The SDGs address systemic barriers to sustainable development such as income inequality, unsustainable consumption patterns, weak institutional capacities, human settlements and their inclusive dimension and ecological deterioration. In addition to this, the SDGs provide better coverage and greater balance between the three dimensions of sustainable development: the economic, the social, and the environment.

Among the SDGs, Goal 11 addresses urbanization and urban management. It calls for making cities and human settlements inclusive, safe, resilient and sustainable. There are 10 targets or indicators toward the successful achievement of this goal by 2030.

For instance, the first target ensures access for all to adequate, safe and affordable housing and basic services; the second approaches safe, affordable and sustainable transport systems; the third calls for enhanced sustainable urbanization and capacity for participatory, integrated and sustainable human settlement planning; the sixth addresses reduction of adverse environmental impact of cities, including by paying special attention to air quality and municipal and other waste management; and the seventh target addresses provision of universal access to safe, inclusive and accessible green and public spaces.

On the 12th of December, the Climate Change Conference, COP21 adopted another ambitious set of goals and targets.  This was another momentous achievement in 2015.

Urban settlements play an important role in the SDGs and in the Climate Change actions that are required.  The urban indicators provide the basis for measuring the changes that are being made and for ensuring that they are making a positive contribution to the SDGs and climate change.  What Qassim province has, therefore, achieved is very much in line with the objective of achieving the global goals.  Each city needs to contribute and Qassim Province is showing its foresight by the measurement of the urban indicators.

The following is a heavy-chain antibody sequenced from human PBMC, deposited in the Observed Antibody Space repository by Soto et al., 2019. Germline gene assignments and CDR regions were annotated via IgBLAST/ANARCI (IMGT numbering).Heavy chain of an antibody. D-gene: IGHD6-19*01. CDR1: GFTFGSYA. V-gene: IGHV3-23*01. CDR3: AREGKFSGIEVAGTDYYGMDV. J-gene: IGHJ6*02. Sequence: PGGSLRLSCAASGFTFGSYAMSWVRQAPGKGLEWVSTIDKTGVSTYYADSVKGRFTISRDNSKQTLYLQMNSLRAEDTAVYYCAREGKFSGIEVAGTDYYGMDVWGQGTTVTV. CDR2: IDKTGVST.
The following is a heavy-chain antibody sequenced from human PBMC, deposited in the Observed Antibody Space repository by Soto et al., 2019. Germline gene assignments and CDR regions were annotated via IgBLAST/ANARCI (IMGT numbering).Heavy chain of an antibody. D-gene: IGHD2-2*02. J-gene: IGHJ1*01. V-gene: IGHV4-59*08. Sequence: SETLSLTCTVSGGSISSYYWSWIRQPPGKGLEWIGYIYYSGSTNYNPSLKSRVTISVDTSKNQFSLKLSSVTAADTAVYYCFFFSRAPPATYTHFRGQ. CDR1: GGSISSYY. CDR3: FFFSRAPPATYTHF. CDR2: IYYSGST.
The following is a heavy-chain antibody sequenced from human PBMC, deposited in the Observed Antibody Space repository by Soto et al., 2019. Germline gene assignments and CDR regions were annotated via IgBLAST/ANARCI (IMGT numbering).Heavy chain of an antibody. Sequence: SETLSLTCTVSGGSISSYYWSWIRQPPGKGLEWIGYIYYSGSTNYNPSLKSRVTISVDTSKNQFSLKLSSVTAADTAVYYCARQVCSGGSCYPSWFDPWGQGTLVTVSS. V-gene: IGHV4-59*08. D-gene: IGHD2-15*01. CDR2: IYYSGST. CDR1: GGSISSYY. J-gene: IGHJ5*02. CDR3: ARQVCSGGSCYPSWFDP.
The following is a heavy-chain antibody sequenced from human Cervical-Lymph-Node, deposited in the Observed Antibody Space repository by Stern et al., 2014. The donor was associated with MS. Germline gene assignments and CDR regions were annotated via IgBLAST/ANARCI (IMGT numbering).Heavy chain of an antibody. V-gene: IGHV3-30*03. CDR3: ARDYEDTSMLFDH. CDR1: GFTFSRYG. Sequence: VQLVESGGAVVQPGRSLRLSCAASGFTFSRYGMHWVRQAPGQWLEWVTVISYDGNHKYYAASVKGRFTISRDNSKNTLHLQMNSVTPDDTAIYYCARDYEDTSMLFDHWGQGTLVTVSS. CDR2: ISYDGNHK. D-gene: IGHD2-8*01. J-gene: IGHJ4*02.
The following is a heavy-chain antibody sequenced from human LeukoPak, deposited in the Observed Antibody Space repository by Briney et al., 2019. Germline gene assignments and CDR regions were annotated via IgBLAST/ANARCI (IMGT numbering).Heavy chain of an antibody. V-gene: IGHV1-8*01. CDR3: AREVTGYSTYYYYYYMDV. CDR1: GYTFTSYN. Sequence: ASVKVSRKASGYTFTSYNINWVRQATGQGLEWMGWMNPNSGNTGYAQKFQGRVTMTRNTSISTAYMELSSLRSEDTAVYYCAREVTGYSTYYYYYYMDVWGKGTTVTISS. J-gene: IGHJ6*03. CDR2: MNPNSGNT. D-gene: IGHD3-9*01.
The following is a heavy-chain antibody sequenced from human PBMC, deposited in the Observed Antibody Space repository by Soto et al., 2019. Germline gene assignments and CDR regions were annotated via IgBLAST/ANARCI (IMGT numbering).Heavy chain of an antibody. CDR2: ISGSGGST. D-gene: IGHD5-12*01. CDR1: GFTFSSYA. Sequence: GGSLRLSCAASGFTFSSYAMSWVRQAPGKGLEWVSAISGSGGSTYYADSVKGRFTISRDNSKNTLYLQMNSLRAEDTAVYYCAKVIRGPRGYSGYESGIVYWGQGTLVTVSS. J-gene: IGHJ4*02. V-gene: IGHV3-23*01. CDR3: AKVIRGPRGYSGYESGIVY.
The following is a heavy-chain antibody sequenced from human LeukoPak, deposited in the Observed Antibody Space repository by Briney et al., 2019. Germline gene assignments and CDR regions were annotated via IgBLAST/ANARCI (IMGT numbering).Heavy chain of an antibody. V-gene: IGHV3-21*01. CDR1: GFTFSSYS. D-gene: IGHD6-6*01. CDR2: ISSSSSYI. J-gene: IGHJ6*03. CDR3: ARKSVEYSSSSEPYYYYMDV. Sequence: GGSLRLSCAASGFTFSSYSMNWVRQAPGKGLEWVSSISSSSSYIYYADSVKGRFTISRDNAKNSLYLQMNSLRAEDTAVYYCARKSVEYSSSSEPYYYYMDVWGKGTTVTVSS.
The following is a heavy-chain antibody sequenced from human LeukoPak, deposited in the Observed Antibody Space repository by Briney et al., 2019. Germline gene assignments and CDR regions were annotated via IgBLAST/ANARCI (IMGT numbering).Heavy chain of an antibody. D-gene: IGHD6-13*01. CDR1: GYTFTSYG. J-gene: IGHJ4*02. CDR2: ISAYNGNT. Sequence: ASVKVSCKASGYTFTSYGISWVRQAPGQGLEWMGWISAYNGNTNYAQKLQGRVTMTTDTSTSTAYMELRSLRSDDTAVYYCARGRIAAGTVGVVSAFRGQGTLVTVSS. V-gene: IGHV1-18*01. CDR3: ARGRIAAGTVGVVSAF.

Distinguished guests,

With the national priority for economic diversification and enhancement of the competitiveness of the national economy, Qassim can be an example of a well-planned regional development.  It is fortunate that these indicators reflect persistently high satisfaction rates for the basic services of education, health, housing, water, electricity, telephone, traffic, among others. In this context, it is advisable to go a further step by benchmarking to compare performance with cities that are among the best practices around the world.

The urban indicators can constitute a sound basis for development of the Key Performance Indicators (KPIs) to measure the productivity of all sectors of the economy in the region. This might seem as an ambitious agenda, but Qassim, under the wise leadership of Your Highness, can rise to the challenge.

Your Royal Highness, the UN Agencies stand ready to provide every possible assistance, technical and capacity building, that Qassim Province may identify as it goes forward to take action.  

I wish all the participants a fruitful workshop that results in reaching Qassim-wide consensus around the urban indicators and their significance for evidence-based decision-making in the region.

Finally, I would like to thank Your Highness and the officials and citizens of Qassim for this great generosity and partnership with the UN agencies.

Shukran